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Table 3 Examples of patient access schemes involving price caps in operation in Europe and US

From: Risk sharing arrangements for pharmaceuticals: potential considerations and recommendations for European payers

Country Examples
Italy Bevacizumab for the management of approved cancers cannot exceed €25,941 per year
Sweden Stockholm County Council initially signed an agreement in April 2008 lasting until end December 2009 whereby if patients with advanced cancer exceeded an accumulated dose of 10,000 mg of bevacizumab, the additional costs would be fully covered by the Company
The scheme has now been extended into 2010
Other regions in Sweden have also been offered similar schemes
UK - England, Wales Schemes include the Ranibizumab Reimbursement Scheme. Under the scheme, the first 14 injections in the eye for the management of wet age-related macular degeneration (AMD) are paid for by the national health service with patients demonstrating an 'adequate response' to therapy to continue with treatment. The drug costs of any subsequent ranibizumab injections will be reimbursed by the company (Novartis) either as free drug or as a credit note
Other schemes include Lenalidomibe for patients with multiple myeloma who have received prior therapy. This scheme was approved to enhance the cost effectiveness of lenalidomibe. Under this scheme, the manufacturer pays the cost of the drug if more than 26 cycles are needed for any patient (approximately 2000 patients in the UK) - equating to any patient needing more than 2 years of therapy
Ustekinumab for moderate to severe psoriasis is another example. Under this scheme two 45 mg vials (90 mg) are provided for people who weigh more than 100 kg at the same cost as a single vial in the form of free drug
UK - Scotland Schemes incude'Ranibizumab Reimbursement Scheme - as above
In addition Ustekinumab - as above. SMC estimates that this patient access scheme will minimise the additional budget impact so long as prescribing is in line with the manufacturer's proposed positioning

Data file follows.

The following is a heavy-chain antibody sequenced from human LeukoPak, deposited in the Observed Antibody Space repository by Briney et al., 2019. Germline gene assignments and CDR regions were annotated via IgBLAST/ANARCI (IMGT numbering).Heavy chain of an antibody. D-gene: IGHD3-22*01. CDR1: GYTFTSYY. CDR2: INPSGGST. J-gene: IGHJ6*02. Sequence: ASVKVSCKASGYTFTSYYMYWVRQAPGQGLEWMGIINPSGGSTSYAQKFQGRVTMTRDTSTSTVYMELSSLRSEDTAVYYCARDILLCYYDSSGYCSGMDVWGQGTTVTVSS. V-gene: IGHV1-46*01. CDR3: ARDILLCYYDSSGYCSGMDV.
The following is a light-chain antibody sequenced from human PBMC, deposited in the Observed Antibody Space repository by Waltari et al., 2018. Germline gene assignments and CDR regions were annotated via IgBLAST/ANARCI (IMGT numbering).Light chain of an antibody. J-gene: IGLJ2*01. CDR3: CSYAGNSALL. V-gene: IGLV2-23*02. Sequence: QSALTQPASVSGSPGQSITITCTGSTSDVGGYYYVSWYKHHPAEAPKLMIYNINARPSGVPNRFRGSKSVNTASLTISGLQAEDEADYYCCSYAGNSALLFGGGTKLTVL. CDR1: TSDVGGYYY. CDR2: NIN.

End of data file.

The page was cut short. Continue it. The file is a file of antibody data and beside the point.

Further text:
US Programmes were introduced by Genentech in the US in 2006 to cap the total cost of bevacizumab at $55,000 per year for patients below an income of $75,000 per year. Costs are a particular issue especially for patients with breast cancer, as well as earlier stages of lung and colon cancer, with the scheme resulting in a 50% reduction or more in costs for one year of treatment. The company believed this would help address public concern over the rising prices for cancer drugs
ImClone Systems and Bristol-Myers Squibb announced in 2006 that lower-income patients who reached a price cap of approximately US$10,000 monthly for cetuximab could receive additional supplies at no extra cost, or at a large discount. This administered through an independent charitable programme
Amgen in 2006 introduced the Oncology Assistance (AOA) programme to provide financial assistance for patients prescribed panitumumab for the treatment of metastatic colorectal cancer when co-payments reached 5% of patient's adjusted gross income. This administered via a Foundation
Pfizer recently launched the MAINTAIN scheme running from 1 July 2009 to 31 December 2009. Under the scheme, Pfizer will help patients who have recently made redundant to continue obtaining their medicines
There are also a number of assistance programmes for patients with HIV both for antiviral drugs to treat the disease as well as side-effects of therapy. Eligible patients include those with low income not covered by existing programmes including Medicare Part D
In addition, Managed Care Organisations have also instigated maximum dose policies with manufacturers to reduce their exposure, e.g. United Healthcare